Normal in Children and Which Ones Spell Trouble ........................ 137
    Andrea P . Anderson, MD and Sabreen Akhter, DO, DTM
    89 Do Not Be Shocked! Know the Meaning of the First Three Letters of
    a Pacemaker’s Code.................................................... 139
    Ryley McPeters, MD and Stephen Mac, MD, FAAP
    ¦ ABDOMEN 141
    90 Be Aware of the Varied Presentation of Pediatric Appendicitis ............... 141
    Vishal Naik, MD and Anupam B. Kharbanda, MD, MSc
    91 Pyloric Stenosis: Diagnosis the Stenosis Before It Becomes “Classic” ......... 142
    Corinne Shubin, MD and Jessica Wall, MD, MPH, MSCE, FAAP
    92 The Inception of an Intussusception: Look for the Bowel Within
    a Bowel Even if Symptoms Are Not “Classic”.............................. 144
    Carl Mirus IV , MD and Kathleen Stephanos, MD, FAAEM
    93 GI bleed: Do Not Be fooled by bleeding imposters.......................... 14594 The Hard Truth of Constipation—Do Not Miss the Potentially
    Serious Causes ........................................................ 147
    Jennifer E. Guyther, MD and Carmen Avendano, MD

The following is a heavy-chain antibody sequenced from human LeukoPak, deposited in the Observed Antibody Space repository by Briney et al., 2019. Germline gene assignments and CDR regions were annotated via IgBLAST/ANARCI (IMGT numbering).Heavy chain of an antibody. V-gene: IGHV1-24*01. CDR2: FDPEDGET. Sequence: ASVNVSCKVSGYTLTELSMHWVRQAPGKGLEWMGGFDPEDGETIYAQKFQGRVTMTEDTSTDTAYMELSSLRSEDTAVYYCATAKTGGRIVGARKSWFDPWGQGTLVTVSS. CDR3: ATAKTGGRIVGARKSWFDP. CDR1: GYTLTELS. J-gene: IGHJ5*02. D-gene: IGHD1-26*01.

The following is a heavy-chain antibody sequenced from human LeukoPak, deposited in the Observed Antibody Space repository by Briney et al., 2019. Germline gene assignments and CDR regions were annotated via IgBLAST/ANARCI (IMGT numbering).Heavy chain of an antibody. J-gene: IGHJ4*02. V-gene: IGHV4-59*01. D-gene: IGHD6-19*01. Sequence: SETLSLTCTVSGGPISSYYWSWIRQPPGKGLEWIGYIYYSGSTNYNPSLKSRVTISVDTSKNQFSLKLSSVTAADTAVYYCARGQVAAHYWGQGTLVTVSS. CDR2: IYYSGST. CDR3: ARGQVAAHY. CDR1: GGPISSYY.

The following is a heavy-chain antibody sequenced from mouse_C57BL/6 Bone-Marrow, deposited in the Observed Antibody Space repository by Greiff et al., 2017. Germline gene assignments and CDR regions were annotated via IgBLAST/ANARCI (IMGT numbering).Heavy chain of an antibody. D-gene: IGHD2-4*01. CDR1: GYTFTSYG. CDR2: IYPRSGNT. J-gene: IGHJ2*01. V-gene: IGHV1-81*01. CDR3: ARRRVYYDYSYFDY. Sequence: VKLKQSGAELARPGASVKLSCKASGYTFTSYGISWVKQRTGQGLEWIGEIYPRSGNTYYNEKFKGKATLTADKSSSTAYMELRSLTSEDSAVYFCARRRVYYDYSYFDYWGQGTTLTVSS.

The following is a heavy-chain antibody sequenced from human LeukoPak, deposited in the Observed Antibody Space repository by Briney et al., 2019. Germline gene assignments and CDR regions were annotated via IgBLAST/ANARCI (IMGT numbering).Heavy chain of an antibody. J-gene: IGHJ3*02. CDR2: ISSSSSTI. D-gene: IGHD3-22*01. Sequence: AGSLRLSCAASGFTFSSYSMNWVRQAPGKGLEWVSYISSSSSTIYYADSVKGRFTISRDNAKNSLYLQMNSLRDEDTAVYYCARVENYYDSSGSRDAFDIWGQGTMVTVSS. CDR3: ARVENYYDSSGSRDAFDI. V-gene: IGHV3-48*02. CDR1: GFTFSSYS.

95 Pediatric Diarrhea—Hydration Is the Most Important Factor in Treatment ... 148
    Neethu M. Menon, MD
    96 Dehydration and Electrolyte Problems: Do Not Start IV Fluids in
    Children Without a Trial of PO Fluids and Antiemetics .................... 150
    Jonathan Higgins, MD, FAAP and Ryan Kearney, MD, MPH
    97 Why Is My Baby’s Poop White?: Do Not Forget to Check the Direct
    Bilirubin Level for Jaundiced Infants..................................... 151
    Dhritiman Gurkha, MD and Whitney Minnock, MD
    98 Lets Be Blunt—Do Not Underestimate the Importance of Serial Abdominal
    Examinations in Pediatric Blunt Abdominal Trauma ...................... 153
    Eva Tovar Hirashima, MD, MPH
    99 Oh Heavens…. HUS and Escherichia coli 0157:H7—Do Not Rush
    to Give Antibiotics to Children With Bloody Diarrhea ...................... 154
    Matthew B. Underwood, MD, FACEP
    100 T wist of Fate: Do Not Ignore Bilious Emesis in a Baby...................... 156
    Carrie M. Myers, MD and Ashley M. Strobel, MD, FACEP , FAAP
    101 Let Your Light Shine!: Do Not Confuse a Hydrocele for a Hernia ............ 157
    Kevin Landefeld, MD and Matthew Carlisle
    102 Time Is Stoma: G-Tube Dislodgement Is a Time-Sensitive Emergency ....... 158
    Ashley M. Strobel, MD, FACEP , FAAP
    103 “Not Aggressively Treating Patients With Nephrotic Syndrome
    Presenting With Fever” ................................................. 160
    Rebecca C. Bowers, MD, FACEP and Vinayak Gupta, MD
    GENITOURINARY AND RENAL 162
    104 Renal: Nephritis: “Not Having a Strategy to Evaluate Hematuria in a Child” .... 162
    Landon A. Jones, MD
    105 Overlooking Spontaneous Bacterial Peritonitis in Patients With Nephrotic
    Syndrome ............................................................ 163
    Jeremiah Smith, MD, FAAP
    106 “Urine” Trouble Now—Evidence to Approach Pediatric UTI ................ 165
    James (Jim) Homme, MD, FACEP